The ‘democratic enterprise’ will redefine our society
While it is marvelous to see business being redefined as stakeholder capitalism, the use of “capitalism” is inaccurate, confusing, and doesn’t live up to the historic transformation underway. It conflates markets with capitalism.
This isn’t a trivial distinction. A majority of young Americans associate the word “capitalism” with greed, exploitation, and other sins of the past. After years of concern over gross inequality, corporate CEOs’ pay rose 18% on an annual basis to an average of almost $24 million/year– a 940% increase since 1978. Meanwhile, worker pay was basically unchanged.
During the 2020 pandemic, while most Americans were struggling with unemployment, billionaires gained $1 trillion, which went largely to Jeff Bezos and Elon Musk. The gains of these two men were greater than the GDPs of 139 countries.
The total sum lost to employees is enormous. If normal pay increase rates had remained unchanged during the past few decades, average American workers would be receiving $100,000 per year instead of the $50,000 they get today. In total, business moved roughly $50 trillion from the working class to the top one percent of society. A Rand study called it “The Great Wealth Transfer.”
The irony is that profit-centered business is also bad economics. This inequality decreased U.S. GDP by five percent cumulatively over the past two decades. Rankings of competitiveness show that leading social democracies (such as Sweden, Norway, Canada, and Israel) often beat the U.S. in economic performance. They also provide their citizens with benefits Americans can only wish for, and they rank at the top of the UN’s happiness ratings.
The focus on money that fueled the industrial past no longer makes sense today, when the critical resources needed to solve challenges have shifted from factories and machines to knowledge, innovation, and creativity. From a systems’ view, the social constituents in any business–workers, customers, partners, and the public–are not very different from investors. All these groups invest resources, incur costs, and gain benefits, much like investors. Focusing exclusively on capital sub-optimizes the entire system. The obvious need is to integrate all these resources into a productive whole.
It can even be a competitive advantage. Studies by McKinsey found that “shares of companies that connect effectively with all stakeholders outperform competitors by two percent per year on average.” Having women in corporate leadership improves business performance, largely because women excel at forming effective working relationships.
To avoid degenerating into an unsustainable form of philanthropy, managers should form collaborative stakeholder partnerships that solve strategic problems and create added value.
The social impacts of such a transformation would be historic. The dominance of money would be replaced by more balanced policies that take the human dimension into account, while also enhancing innovation and productivity. Stakeholder cooperation could even provide a form of self-regulation to avoid hobbling business with excessive government controls.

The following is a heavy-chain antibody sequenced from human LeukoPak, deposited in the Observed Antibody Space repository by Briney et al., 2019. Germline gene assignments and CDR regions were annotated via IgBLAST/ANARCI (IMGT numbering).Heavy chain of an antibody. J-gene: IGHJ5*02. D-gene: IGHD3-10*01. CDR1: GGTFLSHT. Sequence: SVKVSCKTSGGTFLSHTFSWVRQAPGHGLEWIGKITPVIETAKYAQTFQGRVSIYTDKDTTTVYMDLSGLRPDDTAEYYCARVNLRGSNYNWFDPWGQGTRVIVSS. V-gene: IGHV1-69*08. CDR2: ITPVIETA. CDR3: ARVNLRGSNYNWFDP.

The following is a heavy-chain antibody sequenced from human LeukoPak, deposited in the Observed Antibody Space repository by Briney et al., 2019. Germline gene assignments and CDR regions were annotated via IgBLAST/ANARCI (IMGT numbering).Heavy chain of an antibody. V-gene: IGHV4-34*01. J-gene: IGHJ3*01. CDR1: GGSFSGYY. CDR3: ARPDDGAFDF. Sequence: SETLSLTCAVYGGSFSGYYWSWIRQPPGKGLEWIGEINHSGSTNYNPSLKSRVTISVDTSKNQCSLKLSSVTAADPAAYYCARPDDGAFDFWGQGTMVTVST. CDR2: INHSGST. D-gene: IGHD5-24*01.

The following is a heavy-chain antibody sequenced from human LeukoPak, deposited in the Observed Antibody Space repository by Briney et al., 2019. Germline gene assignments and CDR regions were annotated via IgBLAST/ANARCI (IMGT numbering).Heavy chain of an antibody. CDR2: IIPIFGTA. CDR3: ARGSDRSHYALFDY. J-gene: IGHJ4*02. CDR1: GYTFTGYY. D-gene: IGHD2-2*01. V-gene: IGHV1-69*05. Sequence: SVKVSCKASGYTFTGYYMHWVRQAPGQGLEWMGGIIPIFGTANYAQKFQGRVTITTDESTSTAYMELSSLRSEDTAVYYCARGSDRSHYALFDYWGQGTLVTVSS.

While Americans have favored a pure form of capitalism, Japanese corporations serve society, Europeans use worker participation, the Nordic nations form civic associations, and China has state capitalism. Rather than “stakeholder capitalism”, “conscious capitalism”, or “ESG”, the new market system should be more accurately thought of as an “economic democracy,” a “corporate community,” or a “collaborative enterprise.” Ideally, Americans should strive for a “democratic enterprise.”
My studies of social evolution have led me to believe that the current world order is unsustainable due to existential threats, such as climate change, pandemics, and inequality. Only a historic shift to a “global consciousness” can save civilization. Corporations are the most powerful institutions in the world, so this shift in economic consciousness could be revolutionary.
The U.S. is the natural leader for this second democratic revolution. American businesspeople could then assume their rightful place as social heroes instead of pariahs. After all, what’s the point of striving for millions of dollars each year? A Princeton University study found that happiness peaks at around $75,000 per year.
In the tradition of liberation movements, businesses should reclaim their freedom for the good of their corporations, our nation, and the world. Free the Fortune 500!
William E. Halal, PhD, is Professor Emeritus at George Washington University. Professor Halal has published seven books and hundreds of articles, consults with corporations and governments, and is a frequent keynote speaker. He was cited by the Encyclopedia of the Future as one of the top 100 futurists in the world. He also served as a major in the U.S. Air Force, an aerospace engineer on the Apollo Program, and a business manager in Silicon Valley. His new book, Beyond Knowledge: How Technology Is Driving an Age of Consciousness, explores a vision for the next stage of human evolution.
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